A new study shows that “living” shorelines can help sequester CO2 and potentially help combat climate change. The National Oceanic and Atmospheric Administration study, published last month in the journal PLOS One, is the first to quantify the amount of carbon that can be sequestered in living shorelines, which usually are engineered using natural materials such as plants, sand and rock. Using core samples, researchers measured the amount of carbon stored in salt-marsh sediments and compared storage rates in marshes of different ages in North Carolina’s Newport River Estuary. The researchers concluded that the long-term potential of sandy, living shorelines is similar to natural marshes in the Southeast—75 grams of carbon per sq meter.

Jenny Davis, the study’s lead author and a scientist with NOAA’s National Center for Coastal Ocean Sciences, told ENR, “Any of these sites makes a small contribution on its own, but when you start looking at the cumulative impacts, using this approach to shore stabilization can become significant” in reducing carbon emissions. For example, the 124 living shorelines in North Carolina store enough carbon to offset 64 metric tons of CO2 annually. Converting even 10% of North Carolina’s 850 miles of shores to living shoreline could yield an annual CO2 offset of 870 metric tons, the study’s authors report.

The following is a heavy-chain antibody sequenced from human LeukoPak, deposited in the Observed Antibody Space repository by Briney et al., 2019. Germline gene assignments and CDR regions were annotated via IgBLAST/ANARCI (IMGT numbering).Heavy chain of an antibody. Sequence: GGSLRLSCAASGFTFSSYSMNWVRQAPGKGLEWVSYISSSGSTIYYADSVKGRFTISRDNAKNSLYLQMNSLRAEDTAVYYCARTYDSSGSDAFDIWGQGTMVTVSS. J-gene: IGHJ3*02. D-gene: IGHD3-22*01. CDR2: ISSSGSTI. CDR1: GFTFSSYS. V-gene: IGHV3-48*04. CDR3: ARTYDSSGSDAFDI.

Stacy Small-Lorenz, climate adaptation and resilience specialist at the National Wildlife Federation, says living shorelines and other natural resiliency and restoration solutions already have been shown to have value. This study “is one more piece of ... evidence of why we should be prioritizing natural infrastructure, or green-gray hybrid solutions, over strictly hard armoring,” such as seawalls  and bulkheads.

Carter Strickland, a former New York Dept. of Environmental Protection commissioner, says projects that incorporate natural elements are becoming more prevalent. “You know it’s a real concept and going mainstream if the Army Corps has a term for it—‘natural and nature-based infrastructure,’ ” he says. Now a vice president with HDR, he says a typical project might incorporate a berm on the land side and a dune-wetland system on the water side.